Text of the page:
The Art World at Home: Curator Maya Allison Is Organizing the UAE’s Pavilion for the Next Venice Biennale and Making Sourdough

The curator is working on projects from her home on the campus of NYU Abu Dhabi.

Maya Allison at Mohamed Ahmed Ibrahim's studio. Courtesy of the National Pavilion of the UAE to the Venice Biennale.

The art world is slowly coming out of lockdown, but many decision-makers and creatives are still staying close to home. In this series, we check in with curators, historians, and other art-world professionals to get a peek into their day-to-day.

After a long curatorial career in the US, including posts at the Rhode Island School of Design Museum and the Bell Gallery at Brown University, Maya Allison moved to the United Arab Emirates to head up the art galleries at New York University Abu Dhabi. Currently, she’s also curating the UAE’s pavilion at the 2022 Venice Biennale, which will feature the art of Mohamed Ahmed Ibrahim.

Allison spoke to Artnet News about how she’s managing work from home and the artists that are keeping her inspired.

What are you working on right now?

Opening an online exhibition for smartphones—titled “not in, of, along, or relating to a line”—of what we like to call “born-digital” art work. The idea is that this is not a virtual exhibition, but an exhibition of work that lives in the virtual world, naturally.

Walk us through the when, where, and how of your approach to this project on a regular day.

Emails. More emails. Testing the new exhibition venue (website) on my smartphone. More emails. Thinking about what makes something art, and what doesn’t.

What is bothering you right now (other than the project above and having to deal with these

The usual things, meaning: cruel people and impossible quandaries. And, if we fix the pandemic, will we return to the same pace of global warming? Will we have the grit to change?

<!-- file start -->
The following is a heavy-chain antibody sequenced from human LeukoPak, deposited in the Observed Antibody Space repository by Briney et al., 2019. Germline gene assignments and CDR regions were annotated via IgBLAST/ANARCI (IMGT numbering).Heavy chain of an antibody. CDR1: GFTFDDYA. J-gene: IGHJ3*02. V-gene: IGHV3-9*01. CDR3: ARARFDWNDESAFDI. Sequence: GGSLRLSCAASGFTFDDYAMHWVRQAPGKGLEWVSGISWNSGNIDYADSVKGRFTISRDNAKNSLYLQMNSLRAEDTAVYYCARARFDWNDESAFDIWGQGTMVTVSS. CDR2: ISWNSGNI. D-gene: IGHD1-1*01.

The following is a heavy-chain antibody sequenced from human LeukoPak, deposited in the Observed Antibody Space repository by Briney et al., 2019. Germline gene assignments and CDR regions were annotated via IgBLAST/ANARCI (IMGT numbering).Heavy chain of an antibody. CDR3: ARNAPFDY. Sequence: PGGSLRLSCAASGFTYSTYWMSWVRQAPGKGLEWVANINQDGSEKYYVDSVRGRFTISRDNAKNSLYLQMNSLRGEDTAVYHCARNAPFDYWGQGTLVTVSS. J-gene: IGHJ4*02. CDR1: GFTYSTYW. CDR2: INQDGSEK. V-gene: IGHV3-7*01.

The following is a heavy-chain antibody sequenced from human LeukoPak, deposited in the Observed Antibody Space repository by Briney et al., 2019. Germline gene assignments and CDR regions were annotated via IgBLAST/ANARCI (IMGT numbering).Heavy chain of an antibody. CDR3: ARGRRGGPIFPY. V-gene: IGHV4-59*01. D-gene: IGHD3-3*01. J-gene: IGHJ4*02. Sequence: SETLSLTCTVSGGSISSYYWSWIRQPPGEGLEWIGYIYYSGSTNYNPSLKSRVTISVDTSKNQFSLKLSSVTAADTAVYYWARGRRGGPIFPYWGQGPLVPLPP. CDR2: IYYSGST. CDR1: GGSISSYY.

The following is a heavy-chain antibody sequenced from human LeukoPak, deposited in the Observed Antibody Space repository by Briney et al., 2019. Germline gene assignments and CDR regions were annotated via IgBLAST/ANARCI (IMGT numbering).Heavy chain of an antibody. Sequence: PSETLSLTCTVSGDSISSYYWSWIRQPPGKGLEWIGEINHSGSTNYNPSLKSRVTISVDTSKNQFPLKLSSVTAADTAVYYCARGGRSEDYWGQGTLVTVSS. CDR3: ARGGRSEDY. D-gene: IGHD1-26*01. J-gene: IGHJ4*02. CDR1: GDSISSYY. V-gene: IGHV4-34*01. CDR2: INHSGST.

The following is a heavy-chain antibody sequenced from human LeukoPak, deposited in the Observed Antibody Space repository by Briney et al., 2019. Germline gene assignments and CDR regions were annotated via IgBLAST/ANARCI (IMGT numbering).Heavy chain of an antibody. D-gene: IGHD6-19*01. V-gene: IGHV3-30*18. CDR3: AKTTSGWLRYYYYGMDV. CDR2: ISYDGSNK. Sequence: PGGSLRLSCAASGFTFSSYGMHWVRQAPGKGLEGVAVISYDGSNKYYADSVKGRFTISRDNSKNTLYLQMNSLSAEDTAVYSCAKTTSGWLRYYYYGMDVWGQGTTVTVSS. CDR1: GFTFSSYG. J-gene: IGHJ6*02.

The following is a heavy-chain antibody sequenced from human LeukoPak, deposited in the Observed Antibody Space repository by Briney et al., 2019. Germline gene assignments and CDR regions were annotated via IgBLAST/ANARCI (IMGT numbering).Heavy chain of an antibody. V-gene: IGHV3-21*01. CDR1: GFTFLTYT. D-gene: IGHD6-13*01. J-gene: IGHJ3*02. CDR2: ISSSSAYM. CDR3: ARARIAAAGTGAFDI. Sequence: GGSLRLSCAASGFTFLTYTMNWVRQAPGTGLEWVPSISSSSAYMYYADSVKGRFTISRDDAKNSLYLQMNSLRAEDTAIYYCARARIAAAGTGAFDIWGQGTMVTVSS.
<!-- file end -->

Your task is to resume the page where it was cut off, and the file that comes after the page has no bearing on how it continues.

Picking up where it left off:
What was the last thing that made you laugh out loud?

My nine-year-old!

What is your favorite part of your house and why? 

Our view from the NYU Abu Dhabi campus onto the desert and saltwater marshes. I never tire of our sunrise. And, because I live on the campus, I can count its main plaza as my front yard.

The desert marsh sunrise.

Are these any causes you support that you would like to share? If so, what, and why is it important?

Diamond Blackfan Anemia—it’s a rare blood disorder that needs further research, and affects some close to me.

What is your guilty pleasure?

I try not to feel guilt about pleasure, which, itself, is a guilty pleasure sometimes. Also, insomnia and the
quiet of 3 a.m.

What’s going on in your kitchen these days? Any projects? Any triumphs or tragedies?

I’m a victim/beneficiary of the pandemic sourdough movement, and there is bread underway tomorrow. My husband is the cook, though, particularly of Chinese food, and he has started making tofu during the pandemic.

What’s your favorite work of art in the house and why? (Please send a picture)

All of our art is by friends of ours, so I try not to play favorites, but I am fond of the ceramics by artist Alison Owen.

Are there any movies, music, podcasts, publications, or works of art that have made a big impact on you recently? If so, why?

Every month I visit the studio of Mohamed Ahmed Ibrahim to prepare for his solo exhibition at the Venice Biennale’s UAE Pavilion. He chooses to live in his home town of Khor Fakkan, a quiet place far from the cities, where the rocky mountains of the UAE meet the east coast, facing toward India. Seeing his painstaking, hand-made sculptures come to life, and his playful discovery process, over time, always nourishes me. This is even more true during a pandemic.

Which two fellow art-world people, living or dead, would you like to convene for dinner, and why?
Bonus: Where would you want the dinner to be?

Judith Tannenbaum, once curator at the ICA Philadelphia and later the RISD Museum, who first trained me, and Bana Kattan, a curator now at the MCA Chicago, who was the first curator I hired in the UAE. I think we’d all like to have oysters. Because we are in a pandemic, just seeing our cherished colleagues who are elsewhere for a simple meal feels like a fantasy.

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